R.I.P.: Stephen Hillenburg

Animated cartoons are supposed to revel in the absurd, which is a lot harder to do than wallow in the ridiculous, obnoxious or obscure. “SpongeBob SquarePants” captivated me right from when I saw it very early on. Starting with the looney-but-perfect notion that he was a kitchen sponge instead of one of those wacky globs that live in the real ocean. The core of characters was a perfectly realized team (best cohort: Sandy Cheeks — starting with her name, how’d they get away with that one?) (poorest concept: Mister Krabs’s money-grubbing, which got more than a little icky-poo over time) (best bonus: Plankton has one of the most corrosive asshole-voices ever).

Favorite episode — the one where SpongeBob and Patrick paint the inside of Mister Krabs house. Ending worthy of Surrealist immortality.

Favorite joke line that nobody coming across it for the first time in the future will understand: “You aren’t going to make me read old magazines, are you???”

PS: Second-favorite episode is the one about Sandy hibernating. Her mean-Texas dreamtalk made me scream with laughter when I first heard it. Still wondrous.

The Portrait Of Dorian Facebook

Is it new tech or the interwebs or the combination of the two? Anyway, I learned a looong time ago that there was a sort of evil happy-talk associated with online business operations. “Hey, trust us, trust us — we’ll keep things idealized!” The only excuse is that back in them there days, internet commerce really did seem to have open possibilities. But ever since the Amazon flood, that’s been a fool’s delusion.

R.I.P.: Stan Lee

A person I have had diverse and contradictory feelings about since I was seven years old. (And didn’t even know who he was — though somebody had be putting out these wacky monster comics.)

But my philosophy is that once someone passes from this world, they are free to live on in your imagination however you like. So other folks can be all “Ah, wow!” about those movie drop-ins. I will always dwell on my mid-60s fantasy of the folks who turned comics as exciting as rock and roll — seemed even to be a printed extension of the music. Overseeing it all — a way-cool head honcho, not the be-all and end-all he was much later.

For that guy, “IT’S CLOBBERIN’ TIME!” now and forever.

There Goes Simon’s Rhymin’

We voted this morning (Yes, Yes, Yes and Mr. Baker is toast and even better there was no doughnut table to guilt-trip you about not donating something to the polling-place school).

Then I did my initial listen to what, for now anyway, is Paul Simon’s final album, In the Blue Light. And it felt like closing a circle.

Back in Park Senior High, the simpering set adored Simon & Garfunkel, but I thought “Parsley” puke and even “Sounds of Silence” too quivering-nerve. “Bridge Over” was impossible to scoff away, however, and did provide my first revelation: the simp set was in love with Artie and Paul was ready to divorce all of them.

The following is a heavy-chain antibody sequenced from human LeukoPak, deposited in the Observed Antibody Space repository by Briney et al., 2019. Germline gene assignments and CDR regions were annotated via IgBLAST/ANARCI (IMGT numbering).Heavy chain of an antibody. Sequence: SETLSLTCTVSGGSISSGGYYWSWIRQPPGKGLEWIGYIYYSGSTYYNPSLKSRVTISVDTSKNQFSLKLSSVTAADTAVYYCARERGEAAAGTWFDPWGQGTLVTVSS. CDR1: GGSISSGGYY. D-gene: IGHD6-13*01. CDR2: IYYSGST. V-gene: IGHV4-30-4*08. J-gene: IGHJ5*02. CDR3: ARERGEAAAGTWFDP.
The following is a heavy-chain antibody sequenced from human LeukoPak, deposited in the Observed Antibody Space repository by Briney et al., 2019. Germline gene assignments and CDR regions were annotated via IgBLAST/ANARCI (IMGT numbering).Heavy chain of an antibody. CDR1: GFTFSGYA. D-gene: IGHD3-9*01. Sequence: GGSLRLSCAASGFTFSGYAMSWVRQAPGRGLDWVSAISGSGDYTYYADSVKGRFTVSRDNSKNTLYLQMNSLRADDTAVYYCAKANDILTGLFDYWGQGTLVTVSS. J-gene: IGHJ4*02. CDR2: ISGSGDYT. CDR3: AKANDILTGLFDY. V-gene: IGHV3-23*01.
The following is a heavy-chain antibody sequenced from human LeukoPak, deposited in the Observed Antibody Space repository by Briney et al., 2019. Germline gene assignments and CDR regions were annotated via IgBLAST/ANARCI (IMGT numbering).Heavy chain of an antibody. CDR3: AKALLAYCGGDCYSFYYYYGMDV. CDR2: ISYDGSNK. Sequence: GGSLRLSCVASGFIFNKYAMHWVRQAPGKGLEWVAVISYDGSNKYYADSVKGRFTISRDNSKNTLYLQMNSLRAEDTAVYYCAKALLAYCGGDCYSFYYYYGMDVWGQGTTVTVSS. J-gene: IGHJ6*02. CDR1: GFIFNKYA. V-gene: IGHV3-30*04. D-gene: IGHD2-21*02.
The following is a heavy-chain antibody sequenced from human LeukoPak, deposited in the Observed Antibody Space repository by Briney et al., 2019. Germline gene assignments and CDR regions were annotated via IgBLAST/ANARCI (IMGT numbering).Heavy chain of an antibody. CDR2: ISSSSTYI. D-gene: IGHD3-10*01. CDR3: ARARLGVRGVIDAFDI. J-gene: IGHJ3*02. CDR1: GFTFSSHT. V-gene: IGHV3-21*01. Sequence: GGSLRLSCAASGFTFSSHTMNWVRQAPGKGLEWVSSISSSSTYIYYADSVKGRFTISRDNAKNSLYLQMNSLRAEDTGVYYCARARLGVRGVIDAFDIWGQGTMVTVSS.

I think the Dean has had a damn-near-perfect ear for Simon through the decades and we responded to identical same tracks. Except that I always adored “One Man’s Ceiling Is Another Man’s Floor,” which came out the year I became an official adult and started living in my own apartment. Yeah, here’s somebody mirroring my mind. But I did have trouble with “Rene and Georgette Magritte With Their Dog After the War” — thought it was abstruse. I have not checked to see how much lyrics were modified, but sure enough, this is now a masterful metaphysician operation.

Biggest stinko of the whole set (I’ve listened to it twice and realized I did not even grok this cut the first time through) is that “Love” is track #2. It’s a plain regression to S&G manners and mores and even language. Worst of all, it confirms that part of Simon still respects simp swill. And if “The Teacher” is clearer than it used to be, I still can’t bother to pierce its opaque. It is abstruse.

“Darling Lorraine” is a casually complex example of the Simon the old pimple farms would never grasp — he became an adult, even a weathered adult, not just a pop star with years heaped on him. “How the Heart Approaches What It Yearns” pulls back every lonely era of my life and best of all “Can’t Run But” delights me anew as a twittering and trumpeting machine that radiates the sensibility of the saints.

Thanks for the trip.

R.I.P.: Tony Joe White

I was a serious fan, but he ripped my brains open at a solo club show where we saw him command a room like a full band for every second he was onstage and confirmed that “Polk Salad Annie” was as absurd, profound and moving as every impression you got over the years. And that he was a veteran, ace road-songstrer.

Don’t be a wimp — get the Collected.